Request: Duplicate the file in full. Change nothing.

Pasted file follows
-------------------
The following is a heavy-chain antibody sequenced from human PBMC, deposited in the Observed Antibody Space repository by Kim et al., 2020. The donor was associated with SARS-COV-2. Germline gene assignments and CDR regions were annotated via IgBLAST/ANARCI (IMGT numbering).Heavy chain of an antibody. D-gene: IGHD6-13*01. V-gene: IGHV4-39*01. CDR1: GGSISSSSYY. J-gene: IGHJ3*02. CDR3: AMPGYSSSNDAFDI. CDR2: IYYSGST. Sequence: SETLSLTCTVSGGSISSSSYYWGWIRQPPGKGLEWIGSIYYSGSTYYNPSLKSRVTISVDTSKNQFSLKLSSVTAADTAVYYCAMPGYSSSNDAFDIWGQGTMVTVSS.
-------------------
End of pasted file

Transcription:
The following is a heavy-chain antibody sequenced from human PBMC, deposited in the Observed Antibody Space repository by Kim et al., 2020. The donor was associated with SARS-COV-2. Germline gene assignments and CDR regions were annotated via IgBLAST/ANARCI (IMGT numbering).Heavy chain of an antibody. D-gene: IGHD6-13*01. V-gene: IGHV4-39*01. CDR1: GGSISSSSYY. J-gene: IGHJ3*02. CDR3: AMPGYSSSNDAFDI. CDR2: IYYSGST. Sequence: SETLSLTCTVSGGSISSSSYYWGWIRQPPGKGLEWIGSIYYSGSTYYNPSLKSRVTISVDTSKNQFSLKLSSVTAADTAVYYCAMPGYSSSNDAFDIWGQGTMVTVSS.